Duke Swimming Prepares for Big Showing At Olympic Trials

Photo Courtesy: Reagan Lunn

Ashleigh Shanley, Swimming World Intern

When most people hear about Duke University Athletics, their first thought is typically Duke Basketball.  However, after one of their best seasons in school history, and top 25 rankings during the college season, Duke Swimming is garnering more attention in both the world of Duke Athletics and that of college swimming.

After the women’s team finished sixth at the Atlantic Coast Conference Championship, and the men’s team finished seventh, Duke continued to excel when the team brought seven women and seven men to the NCAA Championship meets.

Yet, since the college season has ended and the long course season started, Duke has continued to capture attention at various meets leading up to the 2016 Olympic Trials.

With multiple swimmers and future Blue Devils competing at the various meets throughout the Arena Pro Swim Series, Duke will continue their successful year with one of the biggest teams the combined program has ever taken to the Olympic Trials.  The team currently has 13 athletes and multiple incoming freshman who will represent both Duke and various club teams at the meet.

I took a look at what taper time looks like for the Duke Swim Team by talking to rising seniors Michael Miller and Maddie Rusch.

As a swimmer, taper time seems to be everyone’s favorite because it means extra sleep, more rest during practice, and having Mom and Dad cater to you at home.  However, from club team to college team to our US National team, taper has some similarities, but it also has unique differences depending on who you are training with.

Although Miller and Rusch say the basis of taper is not necessarily different than during high school, they both have grown to have a much better understanding of the importance of tapering, which makes them enjoy the process more.

“I still really like getting the mornings off to sleep in, and only having to work in the afternoons,” Miller said. “But I also like how you feel in the water.  How you feel on top of the water and how your strokes feel like they’re coming together and you’re ready to swim fast.”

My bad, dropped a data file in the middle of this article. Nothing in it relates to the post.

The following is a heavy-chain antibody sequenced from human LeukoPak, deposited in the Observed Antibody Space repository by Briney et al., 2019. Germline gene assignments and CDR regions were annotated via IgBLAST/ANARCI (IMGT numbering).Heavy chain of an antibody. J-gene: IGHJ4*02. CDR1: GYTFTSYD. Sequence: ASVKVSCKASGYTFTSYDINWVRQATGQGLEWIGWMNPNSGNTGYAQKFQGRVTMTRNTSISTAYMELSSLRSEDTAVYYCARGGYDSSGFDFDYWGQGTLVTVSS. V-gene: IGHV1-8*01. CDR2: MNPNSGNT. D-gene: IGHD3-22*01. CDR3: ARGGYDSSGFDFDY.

Similarly, Rucsh said she likes getting the mornings off, but mostly enjoys doing a lot more sprinting and quality work instead of higher yardage.  She said at this point in the season she feels like she has more energy, and it allows her to focus more on the details during practice.

Photo Courtesy: Duke Athletics

Photo Courtesy: Duke Athletics

Head coach Dan Colella always stresses that taper is the time to focus on the details, and fine tune the small parts of your race that can add up.  And after talking to Miller and Rusch, it is clear this philosophy has settled into both of the rising seniors’ taper mentalities.

“You have to focus on all the small things that you can really drop time on like the turns and holding streamlines and your starts,” Miller said.  “But it’s important to remember that every day you’re not going to feel your best, and if you don’t feel your best you have to remember that you’re still prepared and ready to swim fast.”

Like Miller, the idea of how you “feel” in the water is something that was new to Rusch when she tapered with Duke for the first time.

“Starting freshman year, because practice was so different and taper was so different, I would get freaked out when I started to feel bad in the water,” Rusch said. “But now swimming for Duke for three full years, I know when I’m supposed to feel bad and when I’m supposed to feel really great.”

As two of the senior leaders for Duke’s Olympic Trials team, both Miller and Rusch are more than excited to have a strong team showing at the meet, and represent their school with pride.

“I’m just really excited to have a team presence because we’re going to have a big group so I think it’s going to be really fun having a team, and being able to cheer for one another as a big group,” Rusch said.”  “And just making everybody know about the Duke name, and that we’re growing and rising; I think it’s gonna be a really fun meet.”

After competing in multiple summer meets for Duke that only a few swimmers would travel to, Miller said he is mostly looking forward to going with a lot of people and having them to hang out with in between sessions and to cheer on.

“It’ll be nice to constantly have people to talk to, and have a roommate, and hang out with the team while you’re also in a really cool environment,” Miller said.

As trials gets closer and closer, and the taper becomes more real, the nerves can start to rise.  But for the Duke swim team, there is just excitement and energy in the air.

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